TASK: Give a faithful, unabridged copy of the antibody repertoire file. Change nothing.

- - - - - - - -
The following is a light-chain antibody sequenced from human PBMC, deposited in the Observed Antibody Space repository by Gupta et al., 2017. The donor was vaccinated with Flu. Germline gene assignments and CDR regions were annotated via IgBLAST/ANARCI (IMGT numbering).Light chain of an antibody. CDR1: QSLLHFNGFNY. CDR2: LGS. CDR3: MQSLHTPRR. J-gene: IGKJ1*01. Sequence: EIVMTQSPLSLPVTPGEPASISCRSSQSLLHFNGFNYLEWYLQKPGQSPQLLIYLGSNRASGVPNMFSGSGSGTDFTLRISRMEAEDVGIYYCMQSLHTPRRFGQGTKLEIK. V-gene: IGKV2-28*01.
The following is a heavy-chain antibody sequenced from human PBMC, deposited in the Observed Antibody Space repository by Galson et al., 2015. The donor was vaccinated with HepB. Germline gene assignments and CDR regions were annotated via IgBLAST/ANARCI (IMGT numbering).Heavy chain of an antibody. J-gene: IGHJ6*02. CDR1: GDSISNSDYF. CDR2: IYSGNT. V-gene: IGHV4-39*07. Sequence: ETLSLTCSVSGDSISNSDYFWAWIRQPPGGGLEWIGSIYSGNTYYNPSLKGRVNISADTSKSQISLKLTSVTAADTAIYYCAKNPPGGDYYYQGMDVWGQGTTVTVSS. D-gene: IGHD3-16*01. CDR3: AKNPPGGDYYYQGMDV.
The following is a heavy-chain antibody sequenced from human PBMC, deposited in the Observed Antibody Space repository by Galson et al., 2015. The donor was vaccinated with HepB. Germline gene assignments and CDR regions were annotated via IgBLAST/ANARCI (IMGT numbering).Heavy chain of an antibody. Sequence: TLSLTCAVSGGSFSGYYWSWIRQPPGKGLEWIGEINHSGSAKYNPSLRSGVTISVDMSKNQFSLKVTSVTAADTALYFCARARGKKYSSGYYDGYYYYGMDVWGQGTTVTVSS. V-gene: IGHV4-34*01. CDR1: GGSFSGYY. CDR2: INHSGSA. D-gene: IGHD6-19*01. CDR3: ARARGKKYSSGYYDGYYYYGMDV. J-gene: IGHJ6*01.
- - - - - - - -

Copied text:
The following is a light-chain antibody sequenced from human PBMC, deposited in the Observed Antibody Space repository by Gupta et al., 2017. The donor was vaccinated with Flu. Germline gene assignments and CDR regions were annotated via IgBLAST/ANARCI (IMGT numbering).Light chain of an antibody. CDR1: QSLLHFNGFNY. CDR2: LGS. CDR3: MQSLHTPRR. J-gene: IGKJ1*01. Sequence: EIVMTQSPLSLPVTPGEPASISCRSSQSLLHFNGFNYLEWYLQKPGQSPQLLIYLGSNRASGVPNMFSGSGSGTDFTLRISRMEAEDVGIYYCMQSLHTPRRFGQGTKLEIK. V-gene: IGKV2-28*01.
The following is a heavy-chain antibody sequenced from human PBMC, deposited in the Observed Antibody Space repository by Galson et al., 2015. The donor was vaccinated with HepB. Germline gene assignments and CDR regions were annotated via IgBLAST/ANARCI (IMGT numbering).Heavy chain of an antibody. J-gene: IGHJ6*02. CDR1: GDSISNSDYF. CDR2: IYSGNT. V-gene: IGHV4-39*07. Sequence: ETLSLTCSVSGDSISNSDYFWAWIRQPPGGGLEWIGSIYSGNTYYNPSLKGRVNISADTSKSQISLKLTSVTAADTAIYYCAKNPPGGDYYYQGMDVWGQGTTVTVSS. D-gene: IGHD3-16*01. CDR3: AKNPPGGDYYYQGMDV.
The following is a heavy-chain antibody sequenced from human PBMC, deposited in the Observed Antibody Space repository by Galson et al., 2015. The donor was vaccinated with HepB. Germline gene assignments and CDR regions were annotated via IgBLAST/ANARCI (IMGT numbering).Heavy chain of an antibody. Sequence: TLSLTCAVSGGSFSGYYWSWIRQPPGKGLEWIGEINHSGSAKYNPSLRSGVTISVDMSKNQFSLKVTSVTAADTALYFCARARGKKYSSGYYDGYYYYGMDVWGQGTTVTVSS. V-gene: IGHV4-34*01. CDR1: GGSFSGYY. CDR2: INHSGSA. D-gene: IGHD6-19*01. CDR3: ARARGKKYSSGYYDGYYYYGMDV. J-gene: IGHJ6*01.